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there is a vast amount of information about dual booting, please search this site. there shouldn't be anything to think about really, redhat's installer should prompt you all the way through the process.
With both of those, you should have an idea of what you are up against. Most beginners go with Red Hat's recommendation of using Grub. This usually works great. If it doesn't, get back with us.
Boot disks: If you don't have an XP boot disk, make one before you start any of this. If anything hiccups in the installation, you will need this!
When Linux offers you the opportunity to make a boot disk, make it. Again, you might need this.
Other than that, it is like Chris says. You shrink your XP partition to make room for Linux and Red Hat takes it from there.
Finally, my free RH 7.2 glitch fix. This version has a nasty habit of installing from a CD-ROM, then refusing to acknowledge the devices existence. As you learn more about Linux, block devices and dependencies will make sense. Until then, log on as root and open a terminal window. Type this command:
You only have to do it once and Red Hat will forever accept your CD-ROM!
I have a dual-boot XP/Red Hat 8.0 on my laptop.(Although XP hardly ever gets used) The way I did it, which was very simple, was to install XP first. Linux does a little better with recognizing another OS then Windows does and I find it much easier to set up during the Linux install process.
Okay. First I installed Partition Magic on XP. Unfortunately, you can't use other FREE programs to partition XP because Windows doesn't actually run over dos. XP, and I believe ME and 2000, only emulate dos so you have to use Partition Magic or anything that works on XP.
Now on XP you run defrag. This is very important. As soon as XP is done defragging you run Partition Magic. I'm pretty sure Partition Magic will make you reboot to run it. Then just follow the steps to split your hard drive in half or whatever size you desire.
Finally, you install Linux. When going through the install you will see a section on the boot loader. It will automatically recognize the NTFS partition. All you have to do is tell it to install Linux on the other partition. Whalla!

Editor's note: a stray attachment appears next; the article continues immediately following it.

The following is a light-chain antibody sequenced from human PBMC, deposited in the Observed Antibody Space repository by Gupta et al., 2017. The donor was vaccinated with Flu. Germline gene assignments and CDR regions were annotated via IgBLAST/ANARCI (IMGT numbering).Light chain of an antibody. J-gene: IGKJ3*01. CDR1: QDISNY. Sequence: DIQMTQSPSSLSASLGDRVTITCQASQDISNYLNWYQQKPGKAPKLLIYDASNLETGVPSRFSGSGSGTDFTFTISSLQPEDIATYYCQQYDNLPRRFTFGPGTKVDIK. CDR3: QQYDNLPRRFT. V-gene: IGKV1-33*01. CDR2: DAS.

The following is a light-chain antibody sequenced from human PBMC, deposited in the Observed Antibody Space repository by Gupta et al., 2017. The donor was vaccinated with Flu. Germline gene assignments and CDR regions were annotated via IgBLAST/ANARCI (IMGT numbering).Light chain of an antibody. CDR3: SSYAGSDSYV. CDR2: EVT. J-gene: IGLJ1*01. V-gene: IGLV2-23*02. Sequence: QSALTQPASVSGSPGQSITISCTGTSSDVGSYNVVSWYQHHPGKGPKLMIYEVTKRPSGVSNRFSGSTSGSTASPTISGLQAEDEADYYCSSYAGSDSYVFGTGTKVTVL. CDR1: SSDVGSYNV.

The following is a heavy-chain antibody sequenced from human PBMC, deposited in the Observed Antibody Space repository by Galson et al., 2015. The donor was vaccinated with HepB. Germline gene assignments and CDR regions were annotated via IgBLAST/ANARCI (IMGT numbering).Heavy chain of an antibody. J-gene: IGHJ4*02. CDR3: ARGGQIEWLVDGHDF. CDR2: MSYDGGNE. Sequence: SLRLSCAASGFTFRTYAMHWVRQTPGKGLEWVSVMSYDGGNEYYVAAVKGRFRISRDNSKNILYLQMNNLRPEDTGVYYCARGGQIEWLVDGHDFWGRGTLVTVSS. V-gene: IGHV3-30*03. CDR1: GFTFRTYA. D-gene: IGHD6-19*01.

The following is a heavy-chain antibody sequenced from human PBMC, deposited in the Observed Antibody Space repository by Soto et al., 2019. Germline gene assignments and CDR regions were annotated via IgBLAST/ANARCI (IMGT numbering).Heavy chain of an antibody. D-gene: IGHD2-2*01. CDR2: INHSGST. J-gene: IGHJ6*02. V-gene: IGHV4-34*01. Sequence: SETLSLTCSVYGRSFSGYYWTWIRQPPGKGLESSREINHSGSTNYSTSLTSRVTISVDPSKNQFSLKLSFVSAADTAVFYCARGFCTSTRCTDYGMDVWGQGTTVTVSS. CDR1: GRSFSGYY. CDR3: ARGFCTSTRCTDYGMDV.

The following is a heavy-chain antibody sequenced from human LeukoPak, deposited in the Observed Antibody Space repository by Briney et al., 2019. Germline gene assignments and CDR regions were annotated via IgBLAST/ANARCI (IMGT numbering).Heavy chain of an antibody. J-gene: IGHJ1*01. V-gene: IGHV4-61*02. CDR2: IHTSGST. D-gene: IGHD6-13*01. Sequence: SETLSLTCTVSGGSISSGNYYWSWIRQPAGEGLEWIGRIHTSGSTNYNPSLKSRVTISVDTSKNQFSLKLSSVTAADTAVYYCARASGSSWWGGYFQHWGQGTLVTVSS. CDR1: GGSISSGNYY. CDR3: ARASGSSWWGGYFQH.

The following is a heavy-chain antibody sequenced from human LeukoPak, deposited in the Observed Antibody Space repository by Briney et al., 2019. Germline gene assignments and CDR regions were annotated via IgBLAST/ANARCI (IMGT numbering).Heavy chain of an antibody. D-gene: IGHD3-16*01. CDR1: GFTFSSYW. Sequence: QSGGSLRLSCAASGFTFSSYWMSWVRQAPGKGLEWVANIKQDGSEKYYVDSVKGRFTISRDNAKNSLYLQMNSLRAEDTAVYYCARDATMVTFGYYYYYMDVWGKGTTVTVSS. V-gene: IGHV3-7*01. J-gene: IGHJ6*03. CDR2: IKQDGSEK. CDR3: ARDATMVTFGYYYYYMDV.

Last edited by Crashed_Again; 01-14-2003 at 08:32 PM.
One my compaq laptop computer, there is a hidden dos partition before the XP NTFS partition. This made it easy to install linux because the install program was able to install lilo normally. I created a dos booting partition on my Desktop, so I wouldn't have to use the NT loader for booting. You may need to run the XP's diskpart program to re-install the MBR for booting NT, making sure XP will boot before installing linux. Good Luck!
twitch (and everyone else reading), do not mess with the small hidden partition in front of your NTFS partition. It is there in case you need to repair Windows. It hurts nothing to leave it alone and could save you problems later on.
jschiwal, I'm assuming I'm mis-reading your post, because it reads as if you have to change the MBR to boot XP. Of course, you're not doing that, but I don't want twitch to misunderstand and think if he uses LILO he will have that problem. He won't.
twitch, a successfully installed dual boot system includes a boot loader that can boot both systems without problems or secret handshakes.
All of the options presented in the Red Hat tech sheet work. I have three systems, each using a different boot loader. I use LILO to dual boot Win98 and Mandrake 8.0. I use Grub to boot Red Hat 8.0. And, I use NTLDR to triple boot Win98, Win2K and Mandrake 9.0. All three if them work--when you boot any of them, you get the boot loader's menu and every option on the menu works.
Follow the tech sheet and Red Hat's instructions and you'll be fine.
thanks for the help everyone. but now i have a new problem. THe GUI doesnt look right...i cant read anything hell it doesnt even look like a GUI inter face with the line lines and the bright colors and the twitching (no pun intended). The xcongig is off (way off!). I am able to acces the command line tho.